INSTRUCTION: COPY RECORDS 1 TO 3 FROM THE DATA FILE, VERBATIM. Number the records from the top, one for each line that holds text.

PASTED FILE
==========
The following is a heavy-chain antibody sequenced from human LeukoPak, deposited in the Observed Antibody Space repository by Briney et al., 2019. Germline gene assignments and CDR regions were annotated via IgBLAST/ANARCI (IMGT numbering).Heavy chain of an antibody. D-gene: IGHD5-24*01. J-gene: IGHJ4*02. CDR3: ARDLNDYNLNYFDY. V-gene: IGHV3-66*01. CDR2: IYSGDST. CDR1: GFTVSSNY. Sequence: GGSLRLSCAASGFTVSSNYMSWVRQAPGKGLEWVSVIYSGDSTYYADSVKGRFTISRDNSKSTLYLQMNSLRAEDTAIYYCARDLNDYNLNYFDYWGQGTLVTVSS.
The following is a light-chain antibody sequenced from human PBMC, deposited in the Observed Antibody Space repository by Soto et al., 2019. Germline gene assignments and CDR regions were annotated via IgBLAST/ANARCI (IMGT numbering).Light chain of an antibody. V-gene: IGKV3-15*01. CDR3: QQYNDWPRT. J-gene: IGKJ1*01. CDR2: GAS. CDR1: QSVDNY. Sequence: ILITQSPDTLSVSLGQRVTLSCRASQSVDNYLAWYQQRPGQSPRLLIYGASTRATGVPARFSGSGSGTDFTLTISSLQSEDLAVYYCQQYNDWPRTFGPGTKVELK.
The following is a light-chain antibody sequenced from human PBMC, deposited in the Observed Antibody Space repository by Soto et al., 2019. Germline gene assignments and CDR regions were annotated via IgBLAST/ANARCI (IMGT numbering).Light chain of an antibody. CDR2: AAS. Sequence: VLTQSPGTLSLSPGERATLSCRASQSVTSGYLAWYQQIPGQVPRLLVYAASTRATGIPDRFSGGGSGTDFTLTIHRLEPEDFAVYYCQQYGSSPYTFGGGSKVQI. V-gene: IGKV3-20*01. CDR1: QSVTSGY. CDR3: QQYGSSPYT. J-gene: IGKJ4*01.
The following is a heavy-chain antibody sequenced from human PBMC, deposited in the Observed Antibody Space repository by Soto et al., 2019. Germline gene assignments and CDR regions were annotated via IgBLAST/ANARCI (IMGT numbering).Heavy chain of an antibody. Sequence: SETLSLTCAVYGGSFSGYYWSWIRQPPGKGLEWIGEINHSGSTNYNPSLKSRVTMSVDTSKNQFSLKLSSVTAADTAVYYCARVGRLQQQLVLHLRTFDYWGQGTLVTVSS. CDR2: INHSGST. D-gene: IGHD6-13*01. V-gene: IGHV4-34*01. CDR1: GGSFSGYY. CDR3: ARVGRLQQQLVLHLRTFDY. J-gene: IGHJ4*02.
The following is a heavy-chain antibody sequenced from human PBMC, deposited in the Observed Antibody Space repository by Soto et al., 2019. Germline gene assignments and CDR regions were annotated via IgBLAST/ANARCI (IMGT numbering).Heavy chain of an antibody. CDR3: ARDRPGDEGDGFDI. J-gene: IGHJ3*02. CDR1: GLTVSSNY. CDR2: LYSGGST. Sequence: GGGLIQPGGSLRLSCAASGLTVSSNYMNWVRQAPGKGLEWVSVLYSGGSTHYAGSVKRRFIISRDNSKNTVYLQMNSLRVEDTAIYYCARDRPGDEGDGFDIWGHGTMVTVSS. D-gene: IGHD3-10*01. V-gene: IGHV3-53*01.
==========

The following is a heavy-chain antibody sequenced from human LeukoPak, deposited in the Observed Antibody Space repository by Briney et al., 2019. Germline gene assignments and CDR regions were annotated via IgBLAST/ANARCI (IMGT numbering).Heavy chain of an antibody. D-gene: IGHD5-24*01. J-gene: IGHJ4*02. CDR3: ARDLNDYNLNYFDY. V-gene: IGHV3-66*01. CDR2: IYSGDST. CDR1: GFTVSSNY. Sequence: GGSLRLSCAASGFTVSSNYMSWVRQAPGKGLEWVSVIYSGDSTYYADSVKGRFTISRDNSKSTLYLQMNSLRAEDTAIYYCARDLNDYNLNYFDYWGQGTLVTVSS.
The following is a light-chain antibody sequenced from human PBMC, deposited in the Observed Antibody Space repository by Soto et al., 2019. Germline gene assignments and CDR regions were annotated via IgBLAST/ANARCI (IMGT numbering).Light chain of an antibody. V-gene: IGKV3-15*01. CDR3: QQYNDWPRT. J-gene: IGKJ1*01. CDR2: GAS. CDR1: QSVDNY. Sequence: ILITQSPDTLSVSLGQRVTLSCRASQSVDNYLAWYQQRPGQSPRLLIYGASTRATGVPARFSGSGSGTDFTLTISSLQSEDLAVYYCQQYNDWPRTFGPGTKVELK.
The following is a light-chain antibody sequenced from human PBMC, deposited in the Observed Antibody Space repository by Soto et al., 2019. Germline gene assignments and CDR regions were annotated via IgBLAST/ANARCI (IMGT numbering).Light chain of an antibody. CDR2: AAS. Sequence: VLTQSPGTLSLSPGERATLSCRASQSVTSGYLAWYQQIPGQVPRLLVYAASTRATGIPDRFSGGGSGTDFTLTIHRLEPEDFAVYYCQQYGSSPYTFGGGSKVQI. V-gene: IGKV3-20*01. CDR1: QSVTSGY. CDR3: QQYGSSPYT. J-gene: IGKJ4*01.